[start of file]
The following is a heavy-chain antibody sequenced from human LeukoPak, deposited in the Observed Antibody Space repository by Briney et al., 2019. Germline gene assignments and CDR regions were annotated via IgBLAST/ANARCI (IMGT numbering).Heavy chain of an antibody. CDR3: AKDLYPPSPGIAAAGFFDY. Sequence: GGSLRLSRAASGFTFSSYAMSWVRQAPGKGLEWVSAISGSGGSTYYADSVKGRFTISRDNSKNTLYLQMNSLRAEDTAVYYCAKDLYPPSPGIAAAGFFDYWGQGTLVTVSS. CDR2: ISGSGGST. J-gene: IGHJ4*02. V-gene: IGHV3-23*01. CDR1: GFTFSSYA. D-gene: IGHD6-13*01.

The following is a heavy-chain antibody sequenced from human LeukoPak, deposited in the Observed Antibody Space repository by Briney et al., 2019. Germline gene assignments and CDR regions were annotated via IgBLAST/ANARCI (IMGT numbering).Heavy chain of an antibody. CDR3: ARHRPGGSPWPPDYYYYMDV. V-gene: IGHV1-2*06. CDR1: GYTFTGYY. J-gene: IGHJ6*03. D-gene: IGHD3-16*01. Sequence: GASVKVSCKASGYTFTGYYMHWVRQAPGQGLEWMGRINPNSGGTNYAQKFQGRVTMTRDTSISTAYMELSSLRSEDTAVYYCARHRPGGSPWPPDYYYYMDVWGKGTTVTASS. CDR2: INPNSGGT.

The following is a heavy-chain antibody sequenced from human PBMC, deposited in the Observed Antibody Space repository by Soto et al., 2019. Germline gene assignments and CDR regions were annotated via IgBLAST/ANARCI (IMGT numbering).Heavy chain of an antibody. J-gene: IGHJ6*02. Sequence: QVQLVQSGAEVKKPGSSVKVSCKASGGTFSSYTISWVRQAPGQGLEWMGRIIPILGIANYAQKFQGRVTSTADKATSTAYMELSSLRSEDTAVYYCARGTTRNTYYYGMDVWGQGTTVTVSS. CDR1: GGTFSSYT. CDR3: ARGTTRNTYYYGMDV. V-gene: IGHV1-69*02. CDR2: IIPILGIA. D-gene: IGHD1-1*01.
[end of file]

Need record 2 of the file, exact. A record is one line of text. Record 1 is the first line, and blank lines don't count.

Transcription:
The following is a heavy-chain antibody sequenced from human LeukoPak, deposited in the Observed Antibody Space repository by Briney et al., 2019. Germline gene assignments and CDR regions were annotated via IgBLAST/ANARCI (IMGT numbering).Heavy chain of an antibody. CDR3: ARHRPGGSPWPPDYYYYMDV. V-gene: IGHV1-2*06. CDR1: GYTFTGYY. J-gene: IGHJ6*03. D-gene: IGHD3-16*01. Sequence: GASVKVSCKASGYTFTGYYMHWVRQAPGQGLEWMGRINPNSGGTNYAQKFQGRVTMTRDTSISTAYMELSSLRSEDTAVYYCARHRPGGSPWPPDYYYYMDVWGKGTTVTASS. CDR2: INPNSGGT.